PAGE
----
The company currently has an inventory of 14 locomotives for sale or lease, one at its West Plains operation and 13 at the Pend Oreille Valley Railroad shop in Usk, Wash. Western Rail contracts with Pend Oreille Valley Railroad there who work full time rebuilding and repairing locomotives that Western Rail will market.
Western Rail might move some of the refurbished locomotives to the West Plains, but intends to continue to contract with Pend Oreille Valley Railroad for all of its repair and rebuilding work.
Pat Rowe, a sales manager for Western Rail, says the company already has benefited from having more space. Its personnel now have a better idea of what parts it has and what condition they are in.
Also, he says, We can keep a lot of stuff we used to throw away.
When Western Rail brought a locomotive into its old facility to disassemble in order to sell off individual parts, or to part out the engine, it often had to dispose of the larger parts, because it didnt have the space to store them. Now, it has more space than it can use.
I look forward to growing out here, Havens says. I see upwards of 10 to 15 employees out here once we get everything built.
The company currently employs five people.
Havens says Western Rails annual revenues fluctuate between $1 million and $3 million and are projected to be in the lower half of that range this year.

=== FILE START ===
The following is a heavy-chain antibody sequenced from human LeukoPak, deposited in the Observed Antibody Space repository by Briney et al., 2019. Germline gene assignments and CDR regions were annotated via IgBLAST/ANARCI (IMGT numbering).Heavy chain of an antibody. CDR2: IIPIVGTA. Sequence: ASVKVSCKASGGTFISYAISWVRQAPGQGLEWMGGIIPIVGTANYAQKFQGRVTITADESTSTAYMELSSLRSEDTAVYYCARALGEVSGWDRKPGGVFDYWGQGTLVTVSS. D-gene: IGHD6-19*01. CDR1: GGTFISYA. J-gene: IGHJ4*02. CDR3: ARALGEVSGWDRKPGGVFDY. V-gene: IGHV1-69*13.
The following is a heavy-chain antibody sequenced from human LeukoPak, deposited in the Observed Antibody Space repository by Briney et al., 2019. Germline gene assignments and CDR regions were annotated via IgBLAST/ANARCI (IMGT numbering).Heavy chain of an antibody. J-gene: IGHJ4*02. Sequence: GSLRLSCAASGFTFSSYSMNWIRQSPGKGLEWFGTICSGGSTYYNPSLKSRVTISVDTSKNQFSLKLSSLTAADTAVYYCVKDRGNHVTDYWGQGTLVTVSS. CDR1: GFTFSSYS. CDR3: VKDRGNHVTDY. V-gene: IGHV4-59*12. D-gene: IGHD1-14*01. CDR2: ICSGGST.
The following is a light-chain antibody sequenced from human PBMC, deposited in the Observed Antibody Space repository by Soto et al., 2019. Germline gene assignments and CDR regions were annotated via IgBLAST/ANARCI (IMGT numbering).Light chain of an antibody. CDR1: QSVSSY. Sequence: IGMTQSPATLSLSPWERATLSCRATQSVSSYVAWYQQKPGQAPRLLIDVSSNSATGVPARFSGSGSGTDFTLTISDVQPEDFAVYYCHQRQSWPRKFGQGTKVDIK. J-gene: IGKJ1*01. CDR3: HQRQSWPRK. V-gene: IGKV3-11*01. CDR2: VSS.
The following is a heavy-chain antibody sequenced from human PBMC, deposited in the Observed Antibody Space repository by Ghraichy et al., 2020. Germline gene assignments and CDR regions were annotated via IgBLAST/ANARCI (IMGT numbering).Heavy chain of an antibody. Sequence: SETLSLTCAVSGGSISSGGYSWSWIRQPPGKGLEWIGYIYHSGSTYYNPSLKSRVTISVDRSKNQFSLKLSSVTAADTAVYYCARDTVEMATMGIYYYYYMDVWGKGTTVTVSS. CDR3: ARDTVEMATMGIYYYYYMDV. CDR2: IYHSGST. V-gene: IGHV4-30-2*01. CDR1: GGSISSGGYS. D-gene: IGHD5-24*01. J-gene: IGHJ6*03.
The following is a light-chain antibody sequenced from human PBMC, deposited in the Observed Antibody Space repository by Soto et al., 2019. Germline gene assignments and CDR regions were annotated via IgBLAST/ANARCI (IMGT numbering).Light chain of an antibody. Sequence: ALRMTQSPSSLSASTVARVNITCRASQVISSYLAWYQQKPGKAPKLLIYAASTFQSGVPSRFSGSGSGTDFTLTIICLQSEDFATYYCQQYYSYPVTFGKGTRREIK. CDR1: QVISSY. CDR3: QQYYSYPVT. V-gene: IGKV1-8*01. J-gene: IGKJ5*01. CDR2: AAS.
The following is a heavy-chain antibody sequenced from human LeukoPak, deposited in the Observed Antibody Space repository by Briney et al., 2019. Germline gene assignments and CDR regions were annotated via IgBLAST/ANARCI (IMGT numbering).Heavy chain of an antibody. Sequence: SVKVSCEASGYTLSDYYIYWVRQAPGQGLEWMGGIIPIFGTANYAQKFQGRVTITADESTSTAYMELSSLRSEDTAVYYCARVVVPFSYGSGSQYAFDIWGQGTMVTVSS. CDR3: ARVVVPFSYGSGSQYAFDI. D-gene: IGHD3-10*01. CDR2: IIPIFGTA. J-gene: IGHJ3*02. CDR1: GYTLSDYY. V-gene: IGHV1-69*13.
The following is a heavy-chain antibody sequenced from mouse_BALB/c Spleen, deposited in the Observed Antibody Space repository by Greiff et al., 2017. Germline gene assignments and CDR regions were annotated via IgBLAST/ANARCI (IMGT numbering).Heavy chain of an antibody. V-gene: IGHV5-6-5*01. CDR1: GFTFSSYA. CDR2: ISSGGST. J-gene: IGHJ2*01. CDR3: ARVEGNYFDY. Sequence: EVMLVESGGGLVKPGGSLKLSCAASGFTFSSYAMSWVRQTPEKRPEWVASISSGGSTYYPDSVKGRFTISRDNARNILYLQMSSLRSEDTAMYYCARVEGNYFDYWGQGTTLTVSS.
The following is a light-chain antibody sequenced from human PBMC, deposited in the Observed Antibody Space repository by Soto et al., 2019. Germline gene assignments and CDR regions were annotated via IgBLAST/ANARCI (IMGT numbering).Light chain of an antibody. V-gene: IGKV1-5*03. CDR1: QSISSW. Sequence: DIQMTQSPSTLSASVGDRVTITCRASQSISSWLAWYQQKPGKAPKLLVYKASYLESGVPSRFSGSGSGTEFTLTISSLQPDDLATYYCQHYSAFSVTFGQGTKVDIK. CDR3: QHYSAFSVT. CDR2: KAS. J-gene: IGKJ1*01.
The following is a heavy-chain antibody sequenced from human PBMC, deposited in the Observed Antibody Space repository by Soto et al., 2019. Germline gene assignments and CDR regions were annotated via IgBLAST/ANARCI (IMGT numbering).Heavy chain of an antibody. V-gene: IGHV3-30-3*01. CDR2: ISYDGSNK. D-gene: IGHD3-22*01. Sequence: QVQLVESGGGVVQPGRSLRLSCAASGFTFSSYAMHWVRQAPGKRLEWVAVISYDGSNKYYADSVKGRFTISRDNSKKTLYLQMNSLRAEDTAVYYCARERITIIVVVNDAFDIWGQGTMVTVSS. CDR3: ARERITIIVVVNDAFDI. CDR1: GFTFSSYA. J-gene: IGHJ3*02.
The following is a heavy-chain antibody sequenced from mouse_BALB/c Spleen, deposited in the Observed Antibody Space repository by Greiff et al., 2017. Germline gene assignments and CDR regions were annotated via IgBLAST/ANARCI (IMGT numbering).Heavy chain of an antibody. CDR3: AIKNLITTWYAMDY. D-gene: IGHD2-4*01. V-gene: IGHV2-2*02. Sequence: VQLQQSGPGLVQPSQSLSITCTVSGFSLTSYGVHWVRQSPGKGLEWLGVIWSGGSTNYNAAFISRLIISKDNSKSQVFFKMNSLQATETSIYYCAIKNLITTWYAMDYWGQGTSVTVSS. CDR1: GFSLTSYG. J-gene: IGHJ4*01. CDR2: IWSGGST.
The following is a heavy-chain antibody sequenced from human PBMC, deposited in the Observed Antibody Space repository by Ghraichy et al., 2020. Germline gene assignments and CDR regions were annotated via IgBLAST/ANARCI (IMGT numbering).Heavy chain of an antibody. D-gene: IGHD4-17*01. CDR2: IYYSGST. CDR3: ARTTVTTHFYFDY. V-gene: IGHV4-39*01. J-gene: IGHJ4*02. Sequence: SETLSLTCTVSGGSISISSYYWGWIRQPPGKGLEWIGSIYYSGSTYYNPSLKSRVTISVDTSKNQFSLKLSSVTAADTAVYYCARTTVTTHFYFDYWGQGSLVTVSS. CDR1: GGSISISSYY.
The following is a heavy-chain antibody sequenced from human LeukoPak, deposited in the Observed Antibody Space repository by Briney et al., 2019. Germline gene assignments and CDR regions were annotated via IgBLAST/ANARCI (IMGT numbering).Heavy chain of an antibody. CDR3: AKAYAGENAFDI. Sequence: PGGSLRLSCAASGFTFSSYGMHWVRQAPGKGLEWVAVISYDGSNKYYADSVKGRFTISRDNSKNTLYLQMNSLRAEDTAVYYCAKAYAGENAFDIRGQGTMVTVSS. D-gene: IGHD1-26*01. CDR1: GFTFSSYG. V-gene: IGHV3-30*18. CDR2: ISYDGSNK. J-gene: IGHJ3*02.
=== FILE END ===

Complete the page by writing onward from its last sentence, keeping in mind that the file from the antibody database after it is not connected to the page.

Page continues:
Between 60 percent and 70 percent of its customers are short-line railroads, like the Pend Oreille Valley Railroad, as well as industrial railroads, which operate within large manufacturing facilities, such as oil refineries or lumber mills, Havens says.
The balance of the companys revenues come from parts sales to large railroads, such as BNSF, he says. In addition to selling to big railroads, Western Rail also buys a lot of its inventory from them.
Its customers are located throughout U.S. and Canadawith some in Central America and South America.
About 70 percent of the companys revenues come from parts sales and locomotive rebuilding and repair. The other 30 percent involves the sale or lease of used locomotives.
Rowe says used rail parts range in price from $10 for an old headlight cover to $50,000 for a new engine. Used locomotives the company currently has in stock are anywhere from 20 years old to 50 years old. They range in price from $30,000 to $200,000.
Havens doesnt expect that the switching service for the Geiger spur will be a significant contributor to Western Rails bottom line. To take over the switching operation, the company will invest about $100,000 in a locomotive, insurance, and other expenses. At the current rate of traffic, he says, that operation likely would just break even.
Through the agreement Western Rail is working on with BNSF and FairchildFairchild is involved because the line runs through part of the baseBNSF would transfer ownership of the line to Spokane County, and Western Rail would operate it on the countys behalf.
Havens says that running a small line like the Geiger spur with relatively little trafficabout 10 rail cars a weekis something that larger railroads are trying to get away from.
He says BNSF has been helpful in efforts to keep the line operational.
They dont want to abandon a line, he says. They just dont want to run it.